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I know when a new measurement technique is developed, it's sensitivity and specificity is measured against a "gold standard."

I'm wondering what the gold standard itself is measured against? How was its specificity and sensitivity determined? How does one decide to replace one "gold standard" with another that might have higher specificity and sensitivity?

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My expertise is in DNA genomics, so I'll use it.

Creating a gold standard reference is critical in genome sequencing. While comparing an experiment to a gold standard is simple, creating the gold standard itself is a very difficult job. My institution has a team of world-class scientists for just doing that. They would use domain knowledge (e.g biology and bioinformatics) to verify the reference. It's a highly technical process, and has nothing to do with statistics.

The gold standard reference is considered a set of perfect true-positives. There is no need to calculate sensitivity and specificity. Everything is measured relative to the standard. If you want to change the standard, you'd have to convince the scientists, and it's not so easy.

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The gold standard is suppose to be the true - by definition its specificity and sensitivity should be prefect.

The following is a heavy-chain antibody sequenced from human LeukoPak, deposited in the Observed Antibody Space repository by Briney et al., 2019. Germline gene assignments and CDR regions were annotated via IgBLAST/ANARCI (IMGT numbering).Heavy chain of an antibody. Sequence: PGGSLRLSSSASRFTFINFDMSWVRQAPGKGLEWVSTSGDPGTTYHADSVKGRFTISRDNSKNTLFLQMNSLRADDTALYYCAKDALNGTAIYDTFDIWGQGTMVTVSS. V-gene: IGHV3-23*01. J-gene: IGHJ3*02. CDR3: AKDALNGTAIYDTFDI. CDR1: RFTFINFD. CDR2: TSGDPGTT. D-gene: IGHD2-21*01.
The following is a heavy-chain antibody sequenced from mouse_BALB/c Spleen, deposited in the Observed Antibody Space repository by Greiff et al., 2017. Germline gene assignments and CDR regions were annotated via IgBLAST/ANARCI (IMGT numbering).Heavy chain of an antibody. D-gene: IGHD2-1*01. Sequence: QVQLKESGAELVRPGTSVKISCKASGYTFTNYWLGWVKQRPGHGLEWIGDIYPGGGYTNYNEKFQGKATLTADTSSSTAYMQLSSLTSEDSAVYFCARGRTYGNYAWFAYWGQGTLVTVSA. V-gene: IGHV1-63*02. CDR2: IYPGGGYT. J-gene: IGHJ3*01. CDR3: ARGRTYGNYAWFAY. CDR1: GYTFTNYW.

In many cases, is easy to create a gold standard in such a level. For example, there are cases in which finding the correct label is hard at a given point of time but easy after a certain period as in loan return and customer churn. Other cases are when it is easy to judge each case but hard to define a rule (a classifier) like in judging if there is a cat in a picture.

Not that in some cases the definition itself can be vague and the gold standard can be used to enforce interpretation (e.g., is a lion considered a cat? and a leopard?)

There are cases in which building a gold standard that is totally reliable is hard. It is common when using crowd sourcing for labelling. The first good news that you can aggregate the labels while considering the precision and recall of each labeler using a Dawid-Skene estimator Maximum likelihood estimation of observer error-rates using the EM algorithm (1979)

The other good news are that you can learn in the presence of white noise (Learning from noisy examples) and to some degree even with malicious errors (Learning in the presence of malicious errors) so even if your gold standard is not perfect you might still be able to learn well.

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  • $\begingroup$ I appreciate your bottom two paragraphs, but your definition of "gold standard" refers to the theorized ideal, but not "gold standard" is used in practice. An MRA is the gold standard for diagnosing an aortic dissection, but only has a sensitivity of 95% and specificity of 92%. My question is: how is the sensitivity and specificity of an MRA decided upon if there's no "ideal standard" to compare it against? SmallChess answer gives some indication -- scientist judgment. But I assume there's a clearer way of calculating this? $\endgroup$ Apr 14, 2017 at 17:42